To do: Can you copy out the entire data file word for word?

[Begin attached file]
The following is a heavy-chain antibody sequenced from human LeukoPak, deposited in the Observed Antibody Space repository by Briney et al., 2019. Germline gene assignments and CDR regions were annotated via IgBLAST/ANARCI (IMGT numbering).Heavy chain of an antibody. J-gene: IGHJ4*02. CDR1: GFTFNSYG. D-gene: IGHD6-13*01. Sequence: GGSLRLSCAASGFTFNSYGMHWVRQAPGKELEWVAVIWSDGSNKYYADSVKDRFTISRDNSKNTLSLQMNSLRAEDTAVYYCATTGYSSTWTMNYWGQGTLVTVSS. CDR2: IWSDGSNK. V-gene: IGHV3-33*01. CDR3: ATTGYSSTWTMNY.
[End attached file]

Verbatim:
The following is a heavy-chain antibody sequenced from human LeukoPak, deposited in the Observed Antibody Space repository by Briney et al., 2019. Germline gene assignments and CDR regions were annotated via IgBLAST/ANARCI (IMGT numbering).Heavy chain of an antibody. J-gene: IGHJ4*02. CDR1: GFTFNSYG. D-gene: IGHD6-13*01. Sequence: GGSLRLSCAASGFTFNSYGMHWVRQAPGKELEWVAVIWSDGSNKYYADSVKDRFTISRDNSKNTLSLQMNSLRAEDTAVYYCATTGYSSTWTMNYWGQGTLVTVSS. CDR2: IWSDGSNK. V-gene: IGHV3-33*01. CDR3: ATTGYSSTWTMNY.